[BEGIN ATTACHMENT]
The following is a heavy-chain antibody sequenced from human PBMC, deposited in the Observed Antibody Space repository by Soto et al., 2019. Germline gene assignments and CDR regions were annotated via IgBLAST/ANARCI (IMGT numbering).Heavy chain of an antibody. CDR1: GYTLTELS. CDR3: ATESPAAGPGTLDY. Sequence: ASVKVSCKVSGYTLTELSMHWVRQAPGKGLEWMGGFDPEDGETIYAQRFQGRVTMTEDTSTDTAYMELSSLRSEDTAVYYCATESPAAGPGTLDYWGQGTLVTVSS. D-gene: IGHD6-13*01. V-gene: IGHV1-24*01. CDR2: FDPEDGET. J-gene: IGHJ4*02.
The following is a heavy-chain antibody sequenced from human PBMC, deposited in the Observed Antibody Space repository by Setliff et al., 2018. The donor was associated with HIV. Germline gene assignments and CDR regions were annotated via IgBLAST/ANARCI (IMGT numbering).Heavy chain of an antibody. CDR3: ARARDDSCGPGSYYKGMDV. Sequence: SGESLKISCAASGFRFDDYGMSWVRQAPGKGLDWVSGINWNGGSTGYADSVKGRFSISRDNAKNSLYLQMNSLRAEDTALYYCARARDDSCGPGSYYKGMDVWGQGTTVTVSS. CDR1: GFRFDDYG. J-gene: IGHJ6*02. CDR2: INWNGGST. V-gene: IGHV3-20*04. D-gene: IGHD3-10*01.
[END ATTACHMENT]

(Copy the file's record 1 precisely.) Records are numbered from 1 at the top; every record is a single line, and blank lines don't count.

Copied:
The following is a heavy-chain antibody sequenced from human PBMC, deposited in the Observed Antibody Space repository by Soto et al., 2019. Germline gene assignments and CDR regions were annotated via IgBLAST/ANARCI (IMGT numbering).Heavy chain of an antibody. CDR1: GYTLTELS. CDR3: ATESPAAGPGTLDY. Sequence: ASVKVSCKVSGYTLTELSMHWVRQAPGKGLEWMGGFDPEDGETIYAQRFQGRVTMTEDTSTDTAYMELSSLRSEDTAVYYCATESPAAGPGTLDYWGQGTLVTVSS. D-gene: IGHD6-13*01. V-gene: IGHV1-24*01. CDR2: FDPEDGET. J-gene: IGHJ4*02.